Except this time, he didn’t pull away with a hail of chatter, distracting her until she fell asleep. This time when she reached for the buttons on his shirt, he pulled at hers, too, until there was flesh against flesh. There was nothing elegant about this moment, but it was perfect all the same. It was him, grass stuck in his hair and need in every line of his body; he was fumbling and nervous and beautiful. It was her knees and back chafed by the bare ground as she gasped incoherent words into his skin. It was them together – finally, why had it taken so long to get here.
The sun set, but Rose didn’t notice until the stars faded from her vision (he’d promised to show them to her, once upon a time, and she wondered if this was what he’d meant, even then). She squinted in the darkness, plucking pieces of grass from his hair, and kissed the stubble along his jaw.
“I think we missed the last train home,” she said. “It’s dark, and we’re in the middle of a farm, in the middle of nowhere, without a tent.”
He smiled, eyes sparkling; he looked nearly as satisfied as she felt. “Not to worry. There’s a plan.”
“Someone forgot a blanket.”
“I thought the mating ritual went quite well without the blanket,” he replied earnestly. “And even if I forgot the blanket, I did remember to research the mechanics of human intercourse, which seems to have paid off – twice for you, I might add.”
“I meant that we’re going to get cold! But you – you were watching porn on my laptop this morning, in addition to researching horse sacrifice mating rituals?” Rose collapsed onto his chest in a fit of giggles, hardly managing to get out her next words: “Doctor, what am I going to do with you?”
“Just wait, Rose,” he said confidently, pulling in a deep breath of the cool night air. “Just wait.”
They got dressed and she waited, to humor him and because it meant cuddling together for warmth. They talked and the Doctor carefully arranged their trash around the TARDIS coral – “Just the nutrients she needs, Rose. The plastic polymers are a bit different than the kind she would’ve been given on Gallifrey, and the atomic structure of the paper’s off because of the genetic difference in Earth trees, but she’ll still grow. We’ll have to have lots of picnics here in the future.”
Eventually Rose did doze off, but the Doctor woke her some time later: “Rose! Rose, it’s time! Right now! Run!” He shook her gently and took her by the hand, pulling her to her feet.
Laptop clutched in his other arm, he took off out of the grove, across the field, toward the small country road at a dead run. Rose’s sleepiness was gone in an instant, her instincts taking over. Fingers threaded with the Doctor’s, she took the uneven terrain at a ground-eating pace. This kind of running meant an emergency.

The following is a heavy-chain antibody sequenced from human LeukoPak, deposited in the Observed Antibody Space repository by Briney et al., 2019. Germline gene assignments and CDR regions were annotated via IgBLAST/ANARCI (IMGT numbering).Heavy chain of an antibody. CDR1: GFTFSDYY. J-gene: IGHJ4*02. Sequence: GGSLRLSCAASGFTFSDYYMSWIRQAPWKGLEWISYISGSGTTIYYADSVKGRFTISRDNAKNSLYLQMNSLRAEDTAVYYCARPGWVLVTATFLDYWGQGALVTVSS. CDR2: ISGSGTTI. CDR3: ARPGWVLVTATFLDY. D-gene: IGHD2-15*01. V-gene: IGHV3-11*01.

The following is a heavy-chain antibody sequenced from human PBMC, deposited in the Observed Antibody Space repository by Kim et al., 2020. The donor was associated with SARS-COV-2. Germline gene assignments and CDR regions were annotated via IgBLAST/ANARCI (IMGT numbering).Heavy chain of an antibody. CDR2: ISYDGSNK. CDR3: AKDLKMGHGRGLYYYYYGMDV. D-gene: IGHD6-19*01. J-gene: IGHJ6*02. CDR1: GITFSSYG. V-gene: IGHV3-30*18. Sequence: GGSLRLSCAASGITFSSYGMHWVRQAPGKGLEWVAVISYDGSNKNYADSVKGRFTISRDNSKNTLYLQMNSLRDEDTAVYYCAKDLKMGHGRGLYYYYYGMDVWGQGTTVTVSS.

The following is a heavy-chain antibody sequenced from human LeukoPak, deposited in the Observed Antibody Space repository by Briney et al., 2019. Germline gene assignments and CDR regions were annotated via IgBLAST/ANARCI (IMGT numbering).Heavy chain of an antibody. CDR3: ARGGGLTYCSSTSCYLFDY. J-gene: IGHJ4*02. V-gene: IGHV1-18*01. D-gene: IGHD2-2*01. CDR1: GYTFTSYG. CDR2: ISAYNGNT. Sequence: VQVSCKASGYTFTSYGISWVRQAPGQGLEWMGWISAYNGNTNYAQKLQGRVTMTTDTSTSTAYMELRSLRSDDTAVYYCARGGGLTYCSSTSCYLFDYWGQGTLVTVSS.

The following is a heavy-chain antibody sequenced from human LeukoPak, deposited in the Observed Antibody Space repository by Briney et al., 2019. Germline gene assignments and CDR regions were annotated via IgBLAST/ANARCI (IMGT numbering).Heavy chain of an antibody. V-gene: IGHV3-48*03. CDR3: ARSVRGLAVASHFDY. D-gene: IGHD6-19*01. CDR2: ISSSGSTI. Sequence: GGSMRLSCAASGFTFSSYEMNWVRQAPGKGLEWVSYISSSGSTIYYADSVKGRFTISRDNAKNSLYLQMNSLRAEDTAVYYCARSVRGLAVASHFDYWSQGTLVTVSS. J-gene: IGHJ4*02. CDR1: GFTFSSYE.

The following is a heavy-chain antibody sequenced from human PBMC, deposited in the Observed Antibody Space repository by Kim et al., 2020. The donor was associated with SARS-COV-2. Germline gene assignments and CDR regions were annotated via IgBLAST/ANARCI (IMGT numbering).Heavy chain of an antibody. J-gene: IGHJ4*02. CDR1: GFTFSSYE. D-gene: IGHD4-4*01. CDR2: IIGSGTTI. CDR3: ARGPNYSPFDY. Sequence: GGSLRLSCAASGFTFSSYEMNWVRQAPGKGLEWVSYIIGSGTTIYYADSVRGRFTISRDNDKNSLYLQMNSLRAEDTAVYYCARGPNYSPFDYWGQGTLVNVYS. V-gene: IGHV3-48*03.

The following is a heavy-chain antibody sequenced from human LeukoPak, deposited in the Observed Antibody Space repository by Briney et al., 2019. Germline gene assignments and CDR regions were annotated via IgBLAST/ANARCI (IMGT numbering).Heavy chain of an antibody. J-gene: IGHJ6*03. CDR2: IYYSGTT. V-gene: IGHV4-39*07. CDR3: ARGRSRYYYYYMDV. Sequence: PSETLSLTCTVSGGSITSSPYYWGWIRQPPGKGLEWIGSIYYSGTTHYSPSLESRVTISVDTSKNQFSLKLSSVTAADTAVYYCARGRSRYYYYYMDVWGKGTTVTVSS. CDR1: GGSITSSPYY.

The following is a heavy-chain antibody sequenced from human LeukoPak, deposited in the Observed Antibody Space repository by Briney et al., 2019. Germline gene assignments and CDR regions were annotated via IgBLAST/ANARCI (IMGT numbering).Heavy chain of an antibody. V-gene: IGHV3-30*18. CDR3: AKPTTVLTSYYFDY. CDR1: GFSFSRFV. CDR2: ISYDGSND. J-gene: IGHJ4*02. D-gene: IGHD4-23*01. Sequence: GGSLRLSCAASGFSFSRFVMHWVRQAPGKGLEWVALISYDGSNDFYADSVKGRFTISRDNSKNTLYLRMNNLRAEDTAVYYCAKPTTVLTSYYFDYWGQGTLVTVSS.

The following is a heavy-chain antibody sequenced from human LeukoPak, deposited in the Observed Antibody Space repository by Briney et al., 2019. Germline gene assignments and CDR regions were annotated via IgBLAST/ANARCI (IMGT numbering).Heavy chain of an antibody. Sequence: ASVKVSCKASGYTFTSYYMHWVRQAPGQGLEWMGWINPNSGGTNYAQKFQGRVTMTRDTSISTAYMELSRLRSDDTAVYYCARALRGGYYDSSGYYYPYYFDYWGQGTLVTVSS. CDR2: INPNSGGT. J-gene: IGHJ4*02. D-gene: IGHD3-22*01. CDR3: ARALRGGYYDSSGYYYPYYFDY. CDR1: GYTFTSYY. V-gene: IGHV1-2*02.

Rose didn’t realize it until the Doctor turned to grin at her, but she was laughing and hooting in excitement. In the distance, a car wound its way along the country road, headlights bobbing in the dark, almost as if it were coming to meet them.
It was a taxi, and it pulled to a stop just as they breached the stone wall and tumbled onto the side of the road in a heap, laughing and breathless. The driver’s window rolled down and he surveyed them as though they were a pair of drunken teenagers.
His gaze settled on the Doctor. “Well, you said two in the mornin’ and I figured I’d never see you again, out here in the back end o’ nowhere. You two been tipping cows this whole time? What’s there to do in this godforsaken spot?”
“Tipping cows?” the Doctor asked with sudden, focused interest, his eyebrows rising perkily.
“You’re here for us?” Rose said at the same time.
“He paid me fifty pounds to be here at two in the morning, promised another hundred extra if I’d take you home,” the cabbie said, gesturing toward the Doctor. “Not the weirdest thing I’ve done for an expensive fare, if I’m bein’ honest.” He squinted at them, his face stern. “But I won’t have any indecency in the back o’ my cab – so long as we’re clear about that, I’ll take you wherever you need to go.”
“Rose Tyler,” the Doctor said, taking Rose’s hand and opening the back door of the cab for her. His grin couldn’t be contained. “It’s two in the morning, and we’re on a streetcorner – welllllll, close enough. Will you catch a ride home with me?”
“Every time, Doctor,” she replied, popping onto her toes to kiss him before she climbed in.
# The final installment of my TenToo/Rose fic # I'll still write TenToo/Rose but this is the linchpin of my headcanon # And mostly goes along with the other TenToo/Rose fics I've written # Two fics in one day is a record for me and a feat probably never to be duplicated # Doctor Who # The Doctor # Human Doctor # TenToo # Rose Tyler # TenToo/Rose # OTP to end all OTPs # fanfic # ficlet # episode613wasalie # ANNA THANK YOU FOR YOUR FLAWLESS BETA